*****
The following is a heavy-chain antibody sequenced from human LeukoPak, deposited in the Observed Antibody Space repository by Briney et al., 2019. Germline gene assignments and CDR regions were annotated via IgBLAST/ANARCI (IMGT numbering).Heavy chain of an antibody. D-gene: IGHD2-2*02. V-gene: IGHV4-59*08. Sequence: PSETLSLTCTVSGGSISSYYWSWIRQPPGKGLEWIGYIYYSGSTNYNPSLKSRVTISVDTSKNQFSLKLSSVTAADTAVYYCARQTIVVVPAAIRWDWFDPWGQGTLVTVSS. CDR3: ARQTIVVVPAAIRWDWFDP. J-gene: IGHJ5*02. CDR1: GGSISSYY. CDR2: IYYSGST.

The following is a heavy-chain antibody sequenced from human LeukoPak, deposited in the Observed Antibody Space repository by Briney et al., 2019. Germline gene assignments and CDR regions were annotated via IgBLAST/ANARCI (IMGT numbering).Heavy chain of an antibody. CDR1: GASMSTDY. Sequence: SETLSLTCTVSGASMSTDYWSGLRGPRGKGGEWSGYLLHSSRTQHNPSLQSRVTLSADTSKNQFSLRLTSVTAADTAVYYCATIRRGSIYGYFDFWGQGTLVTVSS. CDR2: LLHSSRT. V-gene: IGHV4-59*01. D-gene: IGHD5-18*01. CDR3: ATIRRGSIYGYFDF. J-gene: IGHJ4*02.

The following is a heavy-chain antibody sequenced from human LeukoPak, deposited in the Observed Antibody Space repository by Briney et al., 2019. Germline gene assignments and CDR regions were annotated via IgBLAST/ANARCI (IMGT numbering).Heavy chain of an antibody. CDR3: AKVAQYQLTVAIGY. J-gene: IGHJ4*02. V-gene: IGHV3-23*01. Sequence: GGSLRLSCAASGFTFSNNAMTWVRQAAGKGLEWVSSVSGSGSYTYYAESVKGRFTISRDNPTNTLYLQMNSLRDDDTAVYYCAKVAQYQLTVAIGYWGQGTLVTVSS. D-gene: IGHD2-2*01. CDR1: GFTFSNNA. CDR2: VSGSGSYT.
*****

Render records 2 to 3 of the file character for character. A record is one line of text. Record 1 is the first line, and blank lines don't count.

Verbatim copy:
The following is a heavy-chain antibody sequenced from human LeukoPak, deposited in the Observed Antibody Space repository by Briney et al., 2019. Germline gene assignments and CDR regions were annotated via IgBLAST/ANARCI (IMGT numbering).Heavy chain of an antibody. CDR1: GASMSTDY. Sequence: SETLSLTCTVSGASMSTDYWSGLRGPRGKGGEWSGYLLHSSRTQHNPSLQSRVTLSADTSKNQFSLRLTSVTAADTAVYYCATIRRGSIYGYFDFWGQGTLVTVSS. CDR2: LLHSSRT. V-gene: IGHV4-59*01. D-gene: IGHD5-18*01. CDR3: ATIRRGSIYGYFDF. J-gene: IGHJ4*02.

The following is a heavy-chain antibody sequenced from human LeukoPak, deposited in the Observed Antibody Space repository by Briney et al., 2019. Germline gene assignments and CDR regions were annotated via IgBLAST/ANARCI (IMGT numbering).Heavy chain of an antibody. CDR3: AKVAQYQLTVAIGY. J-gene: IGHJ4*02. V-gene: IGHV3-23*01. Sequence: GGSLRLSCAASGFTFSNNAMTWVRQAAGKGLEWVSSVSGSGSYTYYAESVKGRFTISRDNPTNTLYLQMNSLRDDDTAVYYCAKVAQYQLTVAIGYWGQGTLVTVSS. D-gene: IGHD2-2*01. CDR1: GFTFSNNA. CDR2: VSGSGSYT.